'Spring Fever'


A heterosexual man hired by a woman to spy on her husband's homosexual liaisons becomes seduced by his subject of reconnaissance in "Spring Fever," Lou Ye's artistically uneven, emotionally strained but at times sullenly poetic depiction of a sexually confused love pentangle.

The first half intriguingly depicts the characters' various stages of secrecy, denial and bewilderment. However, the second half lapses into dramatic impasses as Lou gets distracted by pretentious literary allusions.

Shooting secretly despite his five-year ban on filmmaking by Chinese authorities, Lou's work will straddle both the gay film circuit and the usual European art house channels through the experienced marketing of French co-producer Rosem Films and international sales group Wild Bunch.

Lou's treatment of a supposedly taboo subject in China and its particular social context neither shocks nor surpasses such seminal works as "Lan Yu" and "East Palace, West Palace." The sex scenes are a tame shadow of China's cult queer auteur Cui Zi'en's underground homoerotica.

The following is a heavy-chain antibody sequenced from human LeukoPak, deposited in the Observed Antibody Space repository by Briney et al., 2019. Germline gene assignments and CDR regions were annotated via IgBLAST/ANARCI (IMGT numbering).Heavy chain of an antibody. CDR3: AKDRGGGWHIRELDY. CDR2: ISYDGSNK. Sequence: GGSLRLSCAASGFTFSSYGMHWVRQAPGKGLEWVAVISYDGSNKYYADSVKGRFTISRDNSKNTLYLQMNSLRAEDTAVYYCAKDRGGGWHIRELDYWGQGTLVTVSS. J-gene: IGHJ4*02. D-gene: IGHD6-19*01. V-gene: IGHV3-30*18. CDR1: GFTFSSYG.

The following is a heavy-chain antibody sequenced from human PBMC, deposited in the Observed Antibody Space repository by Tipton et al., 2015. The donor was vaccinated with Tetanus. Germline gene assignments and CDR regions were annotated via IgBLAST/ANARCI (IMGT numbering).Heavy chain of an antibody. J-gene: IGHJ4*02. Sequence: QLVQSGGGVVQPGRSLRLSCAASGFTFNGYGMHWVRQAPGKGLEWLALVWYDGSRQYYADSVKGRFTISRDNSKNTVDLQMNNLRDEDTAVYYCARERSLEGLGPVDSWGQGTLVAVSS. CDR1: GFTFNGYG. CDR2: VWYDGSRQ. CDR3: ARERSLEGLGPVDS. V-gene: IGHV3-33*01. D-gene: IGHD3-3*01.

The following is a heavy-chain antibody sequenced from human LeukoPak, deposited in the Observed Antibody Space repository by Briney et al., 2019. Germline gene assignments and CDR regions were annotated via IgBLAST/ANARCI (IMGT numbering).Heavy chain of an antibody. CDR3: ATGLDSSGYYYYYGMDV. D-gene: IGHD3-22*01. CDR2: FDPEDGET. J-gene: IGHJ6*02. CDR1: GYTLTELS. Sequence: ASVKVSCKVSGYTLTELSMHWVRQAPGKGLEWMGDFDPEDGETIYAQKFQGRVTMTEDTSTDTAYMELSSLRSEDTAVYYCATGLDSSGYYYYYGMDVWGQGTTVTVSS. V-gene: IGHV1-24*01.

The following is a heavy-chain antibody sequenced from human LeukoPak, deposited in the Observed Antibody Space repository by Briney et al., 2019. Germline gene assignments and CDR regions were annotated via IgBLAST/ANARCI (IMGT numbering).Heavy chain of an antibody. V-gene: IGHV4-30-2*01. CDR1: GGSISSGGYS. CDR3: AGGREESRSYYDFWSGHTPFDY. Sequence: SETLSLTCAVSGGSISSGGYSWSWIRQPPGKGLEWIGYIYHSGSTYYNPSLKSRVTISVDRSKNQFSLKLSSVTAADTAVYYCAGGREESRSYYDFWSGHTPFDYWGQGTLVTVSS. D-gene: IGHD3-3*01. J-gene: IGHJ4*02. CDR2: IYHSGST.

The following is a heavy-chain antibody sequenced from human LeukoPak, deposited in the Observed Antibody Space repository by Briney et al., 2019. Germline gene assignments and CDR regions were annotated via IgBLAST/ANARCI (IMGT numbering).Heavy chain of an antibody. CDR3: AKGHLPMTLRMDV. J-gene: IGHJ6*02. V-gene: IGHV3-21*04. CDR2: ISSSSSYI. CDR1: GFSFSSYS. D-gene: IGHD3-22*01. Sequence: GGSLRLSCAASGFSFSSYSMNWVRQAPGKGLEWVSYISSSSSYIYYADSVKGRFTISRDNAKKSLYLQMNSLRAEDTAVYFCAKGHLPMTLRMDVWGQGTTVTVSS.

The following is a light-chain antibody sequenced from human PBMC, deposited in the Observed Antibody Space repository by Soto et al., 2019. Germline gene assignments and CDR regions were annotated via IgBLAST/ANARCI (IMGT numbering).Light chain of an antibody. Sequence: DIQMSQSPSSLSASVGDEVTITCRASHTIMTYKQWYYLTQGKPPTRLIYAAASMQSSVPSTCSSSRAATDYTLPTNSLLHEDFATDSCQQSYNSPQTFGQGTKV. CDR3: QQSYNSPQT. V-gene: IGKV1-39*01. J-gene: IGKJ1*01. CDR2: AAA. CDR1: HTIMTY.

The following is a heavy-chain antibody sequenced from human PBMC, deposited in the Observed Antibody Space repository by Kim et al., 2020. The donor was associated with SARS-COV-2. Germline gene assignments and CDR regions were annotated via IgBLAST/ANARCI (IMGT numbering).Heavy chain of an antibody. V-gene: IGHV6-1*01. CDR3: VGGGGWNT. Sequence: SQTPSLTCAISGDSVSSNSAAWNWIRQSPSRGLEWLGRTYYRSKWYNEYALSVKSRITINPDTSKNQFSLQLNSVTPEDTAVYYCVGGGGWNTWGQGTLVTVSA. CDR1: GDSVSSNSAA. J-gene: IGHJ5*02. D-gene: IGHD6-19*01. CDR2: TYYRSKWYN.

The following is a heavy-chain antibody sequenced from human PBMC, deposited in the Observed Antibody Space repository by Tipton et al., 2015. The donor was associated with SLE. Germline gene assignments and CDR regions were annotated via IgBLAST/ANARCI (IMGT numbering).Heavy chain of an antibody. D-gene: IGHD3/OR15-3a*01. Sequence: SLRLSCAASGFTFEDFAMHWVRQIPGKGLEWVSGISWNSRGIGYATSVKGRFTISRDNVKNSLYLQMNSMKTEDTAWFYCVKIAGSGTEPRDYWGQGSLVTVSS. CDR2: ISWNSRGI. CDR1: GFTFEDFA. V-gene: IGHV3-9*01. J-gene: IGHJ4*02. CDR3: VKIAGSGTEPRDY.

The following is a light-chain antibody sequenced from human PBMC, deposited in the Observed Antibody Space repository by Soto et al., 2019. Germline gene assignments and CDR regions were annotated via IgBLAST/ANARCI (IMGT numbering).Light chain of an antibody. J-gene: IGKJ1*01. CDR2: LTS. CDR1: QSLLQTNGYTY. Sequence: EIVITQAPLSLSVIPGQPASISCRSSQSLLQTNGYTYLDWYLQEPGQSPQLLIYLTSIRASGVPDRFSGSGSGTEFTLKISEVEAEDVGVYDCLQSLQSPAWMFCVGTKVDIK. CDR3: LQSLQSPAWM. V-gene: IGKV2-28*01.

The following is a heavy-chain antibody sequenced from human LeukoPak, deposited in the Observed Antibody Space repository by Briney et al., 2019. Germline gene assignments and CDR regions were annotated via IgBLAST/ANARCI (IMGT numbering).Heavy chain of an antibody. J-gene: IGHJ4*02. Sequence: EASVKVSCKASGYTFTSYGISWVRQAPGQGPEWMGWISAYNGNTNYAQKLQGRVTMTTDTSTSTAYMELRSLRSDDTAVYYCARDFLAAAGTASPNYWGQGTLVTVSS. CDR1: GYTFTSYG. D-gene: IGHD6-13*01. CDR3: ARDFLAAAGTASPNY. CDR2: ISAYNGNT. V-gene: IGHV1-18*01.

The film opens promisingly with evocations of moist sensuality: a pristine shot of a drizzling water lily in a pond fluidly shifts to two men on the road. They get frisky while peeing over a bridge and promptly make passionate love in a hut, while outside the rain pelts a water lily in a trough. Later, they walk in the woods, and a man crosses their path.

In flashback, the man is revealed to be Luo Haitao (Chen Sicheng), hired by Lin Xue to investigate her husband Wang Ping's infidelity. This leads to Wang's breakup with both Lin and his boyfriend Jiang Cheng (Qin Hao). While tailing Jiang to a gay club, Luo is drawn into an ambiguous companionship with him that unsettles his girlfriend, Li Jing (Tan Zhuo). They form a menage a trois similar to that among Jiang, Wang and his wife.

Compared to Lou's half-baked attempt at fusing sexuality with politics in "Summer Palace," this film is an improvement as it generates intensity through the intimacy among its minimalist cast while offsetting them against an authentic social backdrop.